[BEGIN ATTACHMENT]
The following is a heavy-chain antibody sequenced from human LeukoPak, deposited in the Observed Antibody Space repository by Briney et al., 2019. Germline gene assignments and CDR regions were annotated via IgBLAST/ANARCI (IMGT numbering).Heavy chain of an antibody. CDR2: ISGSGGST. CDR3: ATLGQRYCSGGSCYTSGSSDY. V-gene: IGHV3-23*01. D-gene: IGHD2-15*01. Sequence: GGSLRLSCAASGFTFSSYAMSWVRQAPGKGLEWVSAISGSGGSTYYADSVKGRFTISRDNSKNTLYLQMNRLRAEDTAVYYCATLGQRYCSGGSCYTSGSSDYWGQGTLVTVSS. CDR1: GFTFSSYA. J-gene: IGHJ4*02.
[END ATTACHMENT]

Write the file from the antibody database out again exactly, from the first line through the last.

The following is a heavy-chain antibody sequenced from human LeukoPak, deposited in the Observed Antibody Space repository by Briney et al., 2019. Germline gene assignments and CDR regions were annotated via IgBLAST/ANARCI (IMGT numbering).Heavy chain of an antibody. CDR2: ISGSGGST. CDR3: ATLGQRYCSGGSCYTSGSSDY. V-gene: IGHV3-23*01. D-gene: IGHD2-15*01. Sequence: GGSLRLSCAASGFTFSSYAMSWVRQAPGKGLEWVSAISGSGGSTYYADSVKGRFTISRDNSKNTLYLQMNRLRAEDTAVYYCATLGQRYCSGGSCYTSGSSDYWGQGTLVTVSS. CDR1: GFTFSSYA. J-gene: IGHJ4*02.